Everyone has unconscious bias, stereotypes we hold about groups of people but of which we may be unaware. Learn more about unconscious discrimination and test yours.
A Riddle About Bias
“A father and his son are involved in a horrific car crash and the man died at the scene. But when the child arrived at the hospital and was rushed into the operating theatre, the surgeon pulled away and said: “I can’t operate on this boy, he’s my son”.
This is a line break for you to ponder the riddle above before reading on!
The riddle, which considers gender bias, one type of unconscious bias comes to us courtesy of Mikaela Wapman, CAS’14 and Deborah Belle, a psychology professor, both at Boston University. Gender bias applies stereotyped roles overlooking individuals. They comes to us via our experience of social norms and gender schema.
About Unconscious Biases
Gender is just one type of unconscious bias.
Other types of unconscious bias, like racial bias, ageism or disability are similarly ‘created’. We see others around us whom we judge to be similar (gender, age, skin colour and so on). Overtime we create unconscious (and conscious) ‘shortcuts’, ideas that we associate with groups of people. These mental shortcuts can serve us badly and prevent us from seeing a particular individual, a particular situation. Devine (et al ,2012), conceives of bias as mental habits so we have the potential to ‘break the bias habit’.
Unconscious bias, also called implicit bias’ is
“preferences based on perceptions, thoughts, feelings, and belief that are deeply hidden in our subconscious.”Mary-Frances Winters, in “Diversity at Work” (Deane, 2013)
Test Your Unconscious Bias
With the best of intentions, we all have unconscious bias as you may have experienced above. Test yours here: -> Implicit Bias By Harvard University
Gender schema are very powerful conceptual frameworks, generalisations about social groups and events, that help us to navigate our messy world. Gender bias may be ‘contained’ within these schema. They “don’t reflect personal values or life experience” Wapman (2014). They are slow to change. One example by Virginia Valian, a Hunter College psychologist notes how people presented with the same CV for a man and a woman (Heidi versus Howard), typically assume the man is more competent.
“Stereotypes are generalizations about groups that are applied to individual group members simply because they belong to that group, and gender stereotypes are generalizations about the attributes of men and women. ” (Heilman, 2012)
For the riddle above the results were the same when a different version was used: a mother is killed, her daughter sent to the hospital, and a nurse declines to attend to the patient because “that girl is my daughter”.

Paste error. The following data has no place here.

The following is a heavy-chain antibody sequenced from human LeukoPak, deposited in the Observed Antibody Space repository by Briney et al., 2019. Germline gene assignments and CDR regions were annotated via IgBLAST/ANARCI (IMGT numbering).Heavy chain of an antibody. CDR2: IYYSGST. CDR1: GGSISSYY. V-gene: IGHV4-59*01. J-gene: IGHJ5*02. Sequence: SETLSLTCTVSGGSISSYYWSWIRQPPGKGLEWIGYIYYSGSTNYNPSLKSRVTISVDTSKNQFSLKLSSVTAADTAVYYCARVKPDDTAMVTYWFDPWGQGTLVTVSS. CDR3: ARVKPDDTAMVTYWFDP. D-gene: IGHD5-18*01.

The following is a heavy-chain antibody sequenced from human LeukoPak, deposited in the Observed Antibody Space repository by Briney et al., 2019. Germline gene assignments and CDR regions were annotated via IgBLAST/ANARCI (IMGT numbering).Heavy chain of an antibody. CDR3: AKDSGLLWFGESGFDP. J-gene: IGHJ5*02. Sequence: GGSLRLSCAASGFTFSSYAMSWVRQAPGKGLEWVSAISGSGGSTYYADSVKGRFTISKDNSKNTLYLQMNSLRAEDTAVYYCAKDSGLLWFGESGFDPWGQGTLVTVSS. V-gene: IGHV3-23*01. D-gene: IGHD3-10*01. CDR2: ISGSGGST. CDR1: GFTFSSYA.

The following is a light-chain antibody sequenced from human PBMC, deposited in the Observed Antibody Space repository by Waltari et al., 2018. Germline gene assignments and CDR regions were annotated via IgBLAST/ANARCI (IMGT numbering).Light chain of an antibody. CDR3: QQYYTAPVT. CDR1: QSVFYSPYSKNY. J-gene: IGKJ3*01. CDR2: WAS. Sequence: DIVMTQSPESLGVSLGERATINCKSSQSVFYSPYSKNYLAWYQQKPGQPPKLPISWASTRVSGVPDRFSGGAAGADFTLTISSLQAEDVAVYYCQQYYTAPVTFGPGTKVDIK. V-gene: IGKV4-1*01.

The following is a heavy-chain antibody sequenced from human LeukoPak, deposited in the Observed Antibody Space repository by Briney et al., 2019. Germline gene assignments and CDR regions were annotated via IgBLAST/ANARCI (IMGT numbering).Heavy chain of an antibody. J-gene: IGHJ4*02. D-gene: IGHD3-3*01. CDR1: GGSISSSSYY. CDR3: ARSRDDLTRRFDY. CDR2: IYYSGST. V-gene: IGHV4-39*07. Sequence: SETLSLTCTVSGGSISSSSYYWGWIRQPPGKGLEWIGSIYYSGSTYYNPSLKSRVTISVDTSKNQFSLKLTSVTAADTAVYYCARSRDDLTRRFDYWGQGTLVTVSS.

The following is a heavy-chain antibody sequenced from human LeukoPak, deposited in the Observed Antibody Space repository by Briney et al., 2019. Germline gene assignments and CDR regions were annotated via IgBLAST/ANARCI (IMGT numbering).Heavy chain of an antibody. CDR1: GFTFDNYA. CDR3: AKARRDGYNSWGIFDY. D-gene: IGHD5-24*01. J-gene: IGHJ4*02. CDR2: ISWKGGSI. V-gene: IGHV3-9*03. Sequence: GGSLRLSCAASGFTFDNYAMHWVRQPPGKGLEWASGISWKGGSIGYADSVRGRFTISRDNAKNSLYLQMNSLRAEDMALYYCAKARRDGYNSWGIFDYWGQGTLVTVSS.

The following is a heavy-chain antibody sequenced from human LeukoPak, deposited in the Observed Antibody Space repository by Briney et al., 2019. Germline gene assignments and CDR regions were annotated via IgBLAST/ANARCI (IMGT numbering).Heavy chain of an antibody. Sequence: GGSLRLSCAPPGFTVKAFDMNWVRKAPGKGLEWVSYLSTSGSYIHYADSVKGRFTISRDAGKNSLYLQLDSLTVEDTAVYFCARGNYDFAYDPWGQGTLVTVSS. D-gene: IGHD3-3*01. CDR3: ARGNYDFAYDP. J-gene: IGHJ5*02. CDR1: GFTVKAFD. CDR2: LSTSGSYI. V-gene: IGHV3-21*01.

These two examples are particularly interesting in Ireland which had a disproportionate number of women doctors graduating for a number of years. This offers the potential for our ‘doctor’ gender schema to weaken the connection to ‘male’ overtime.
“Eternal vigilance, I think, is the only solution, ….“these [gender] schema do change over time…… but the pace is glacial.”Deborah Belle, a psychology professor at Boston University.
When Do We Acquire Stereotypes?
The short answer, is young, very young.
In 2019, two young researchers in Cork, Ireland, Ireland carried out a series of workshops with 376 primary school 5-7 year olds to to determine how early gender stereotyping can be identified. They found:
- Just over 50 % girls drew a female engineer.
- 96 per cent of boys drew a male engineer.
“Gender stereotypes are particularly strong amongst boys” (Professor Joe Barry, Public Health and Primary Care, Trinity College for Health Sciences).
How Do We Acquire Stereotypes?
The short answer is, from those around us.
How Wide Spread Is Unconscious Gender Bias?
Try a riddle on those around you. Most people have unconscious bias.
How Do Gender Stereotypes Manifest In The Workplace?
There are a few examples below but we feel confident you will uncover more of your own. And the more aware you become, the more examples of incorrect bias you will see.
- Mothers of young children don’t like to travel with work.
- New mothers are unlikely to return to work after maternity leave.
- Fathers don’t mind missing the annual school play.
- Women are soft and communal.
- Men are hard-headed and competitive.
More Unconscious Bias Riddles
- A blind beggar has a brother who died. What relation is the beggar to the now-deceased brother? (‘Brother” is incorrect.)
- A mother is killed, her daughter sent to the hospital, and a nurse declines to attend to the patient because “that girl is my daughter”.
- An employee leaves work to attend their spouse’s annual marketing team dinner as their +1. The finance team was not invited but the most senior company employee at the dinner table is the CFO.
Actions For Individuals
Awareness (reread this article) ↓
Motivation to Change (take 1 action) ↓
Practice Alternative Approaches (you can make a difference)
- Try a riddle on those around you. You’ll find unconscious bias pretty much everywhere.
- Test your implicit bias => Free at Harvard University.
- Be intentional. Develop an explicit approach to replace your ‘default’ unconscious biases. Look carefully at the evidence for each individual, and each individual situation.
- Treat all colleagues the same. Assume everyone is committed. Assume everyone takes their career seriously. Assume everyone has caring responsibilities.
- Ask about the gender pay gap in your organization.
For A Deeper Dive
- Keep an ‘unconscious bias diary’ noting when you and others jump to ‘stereotyped conclusions’.
- Choose to develop your awareness to reduce long term bias.
- Read this article in the Atlantic => Breaking the habit of unconscious bias
- Read this research paper on Long-term reduction in implicit race bias: A habit-breaking intervention
Actions for Organizations
- Scope a Team Inclusion Vision Workshop with Gendelity